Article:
Permissibility and practical inference

Ethics 115 (3):443-470 (2005)
I wish to examine a rather different way of thinking about permissibility, one according to which, roughly speaking, an agent acts impermissibly if and only if he acts for reasons insufficient to justify him in doing what he does. For reasons that will emerge in Section II, I call this the inferential account of permissibility. I shall not here try to prove that this account is superior to its rivals. My aims are more modest. I shall develop the inferential account, exhibiting some of its attractions along the way, and then show that it is invulnerable to a number of influential objections to the very idea that an agent's reasons for acting could be directly relevant to whether he acts permissibly. If these objections have seemed decisive, it is because we have not considered the full range of possible accounts. The inferential account of permissibility is both plausible and attractive---it deserves to be taken seriously.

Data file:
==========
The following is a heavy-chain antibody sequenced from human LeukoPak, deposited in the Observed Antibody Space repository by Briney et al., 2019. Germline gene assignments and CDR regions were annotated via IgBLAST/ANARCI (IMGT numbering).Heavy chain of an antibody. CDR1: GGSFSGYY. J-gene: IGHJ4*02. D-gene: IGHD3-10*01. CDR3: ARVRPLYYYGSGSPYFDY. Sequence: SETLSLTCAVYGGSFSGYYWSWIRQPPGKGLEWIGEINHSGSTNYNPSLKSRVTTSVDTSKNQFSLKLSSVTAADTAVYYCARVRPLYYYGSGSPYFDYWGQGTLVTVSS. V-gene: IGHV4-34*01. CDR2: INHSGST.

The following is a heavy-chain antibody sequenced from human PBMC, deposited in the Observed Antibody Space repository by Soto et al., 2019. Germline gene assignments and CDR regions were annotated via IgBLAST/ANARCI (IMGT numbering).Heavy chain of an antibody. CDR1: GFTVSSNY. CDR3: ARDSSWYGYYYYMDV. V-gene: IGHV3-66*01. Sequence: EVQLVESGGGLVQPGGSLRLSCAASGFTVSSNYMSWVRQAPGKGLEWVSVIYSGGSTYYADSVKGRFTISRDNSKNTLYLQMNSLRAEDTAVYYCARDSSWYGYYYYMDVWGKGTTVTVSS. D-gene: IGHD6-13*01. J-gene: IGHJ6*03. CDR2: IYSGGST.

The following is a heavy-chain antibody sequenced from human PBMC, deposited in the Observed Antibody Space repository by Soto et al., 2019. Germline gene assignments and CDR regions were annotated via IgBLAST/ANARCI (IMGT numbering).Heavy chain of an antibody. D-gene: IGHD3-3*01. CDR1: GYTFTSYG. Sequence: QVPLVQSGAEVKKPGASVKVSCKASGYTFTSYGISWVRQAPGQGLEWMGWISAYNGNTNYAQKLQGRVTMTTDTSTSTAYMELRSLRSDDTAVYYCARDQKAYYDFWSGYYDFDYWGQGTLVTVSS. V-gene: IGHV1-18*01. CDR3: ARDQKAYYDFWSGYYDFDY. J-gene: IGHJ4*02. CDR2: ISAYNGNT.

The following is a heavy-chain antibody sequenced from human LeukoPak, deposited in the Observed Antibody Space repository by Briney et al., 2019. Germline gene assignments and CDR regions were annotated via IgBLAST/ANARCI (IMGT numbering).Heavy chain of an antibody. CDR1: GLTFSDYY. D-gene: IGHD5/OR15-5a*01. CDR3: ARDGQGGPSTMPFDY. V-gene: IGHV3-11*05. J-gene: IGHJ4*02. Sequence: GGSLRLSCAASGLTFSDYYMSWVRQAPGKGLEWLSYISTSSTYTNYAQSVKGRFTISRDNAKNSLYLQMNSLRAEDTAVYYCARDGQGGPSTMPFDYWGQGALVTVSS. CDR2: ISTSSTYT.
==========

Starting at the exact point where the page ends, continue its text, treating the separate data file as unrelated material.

Keywords permissibility  practical reasoning
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DOI 10.1086/428457
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Three Cheers for Double Effect.Dana Kay Nelkin & Samuel C. Rickless - 2014 - Philosophy and Phenomenological Research 89 (1):125-158.
Practical Certainty.Dustin Locke - 2015 - Philosophy and Phenomenological Research 90 (1):72-95.
XV-The Russellian Retreat.Clayton Littlejohn - 2013 - Proceedings of the Aristotelian Society 113 (3pt3):293-320.

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